5 Things to Remember in the Wake of the Michelle Carter Verdict


On Friday, Michelle Carter was found guilty of involuntary manslaughter after her boyfriend, Conrad Roy III, died by suicide in 2014. She was charged when text messages revealed Carter had urged Roy to kill himself, and had done nothing to help her boyfriend, who had confided he was feeling suicidal and told her how he was going to do it.

This is tough to swallow, and tough to talk about, for many reasons. First, when someone dies by suicide, it is a tragedy. Period. Suicide is preventable, and it’s heartbreaking when someone falls through the cracks and doesn’t get the support they deserve.

Then, if the person’s death makes its way through the national news cycle, it can be tough for people who’ve experienced suicidal thoughts, have attempted suicide or have lost someone to suicide to watch a story like this unfold. For one, the fact that suicide is being mentioned at all usually means someone died, which can be discouraging for those fighting their own battles with suicidal thoughts. On top of that, finding a piece that actually covers suicide responsibly is nearly impossible. (In CNN’s story about the verdict, they reveal the suicide means in the first graph, breaking one of the reporting on suicide guidelines.) Coverage of suicide rarely is informative about the nature of suicide, offers little hope or information about how we can prevent suicide and oftentimes doesn’t even provide resources for its readers.

A “viral” story about suicide also opens up the door for beloved “takes” from the peanut gallery. Whether it be co-workers, family members or people posting on Facebook, some people feel like they have to weigh in on a trending story. While this can be a chance to engage in productive conversations, we often have to weed through ignorant and hurtful comments to get a chance to educate — which is exhausting to do, especially if you’re not someone who’s open about suicidal thoughts or a past suicide attempt.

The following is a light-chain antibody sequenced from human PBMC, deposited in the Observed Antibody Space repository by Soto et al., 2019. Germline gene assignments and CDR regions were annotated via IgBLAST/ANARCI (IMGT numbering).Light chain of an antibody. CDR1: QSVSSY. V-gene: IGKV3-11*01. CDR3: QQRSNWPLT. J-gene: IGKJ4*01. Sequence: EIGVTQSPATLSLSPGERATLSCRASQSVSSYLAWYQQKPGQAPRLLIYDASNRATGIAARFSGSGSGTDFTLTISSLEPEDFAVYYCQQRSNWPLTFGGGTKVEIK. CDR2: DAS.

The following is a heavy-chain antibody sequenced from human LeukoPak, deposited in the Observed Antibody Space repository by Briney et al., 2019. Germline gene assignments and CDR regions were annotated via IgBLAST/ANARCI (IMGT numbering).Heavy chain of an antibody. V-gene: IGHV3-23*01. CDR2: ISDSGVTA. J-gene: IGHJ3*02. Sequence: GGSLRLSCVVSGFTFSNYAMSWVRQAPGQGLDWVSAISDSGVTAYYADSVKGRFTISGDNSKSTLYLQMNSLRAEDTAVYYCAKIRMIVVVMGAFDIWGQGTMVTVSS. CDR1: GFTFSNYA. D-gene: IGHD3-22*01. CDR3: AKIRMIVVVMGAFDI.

The story of  Michelle Carter’s conviction has an extra layer of complication because it really isn’t a story about someone who died by suicide. Instead, it’s being presented as a Nancy Grace-esque courtroom story about whether or not, legally, it’s possible to be responsible for someone’s suicide through a text.

We know words can really hurt and that cyberbullying is a real problem we can’t ignore. You don’t need to spend much much time in the YouTube comment section before reading the words, “Go kill yourself.” But this case, according to CNN, could set legal precedent for whether it’s a crime to tell someone to die by suicide. It’s important, it’s complicated, and it’s hard for people who are actually in the suicide prevention community to weigh in when a runaway train of a news story like this takes off. The fast-paced and sensationalistic nature of news makes it challenging for people with lived experience to take control of the narrative.

But when everyone is talking about a case that involves suicide, it is an opportunity for us to weigh in. So if you’re feeling lost about how to talk about this news story or if someone brings it up in a way that makes you feel uncomfortable, here are some points to remember: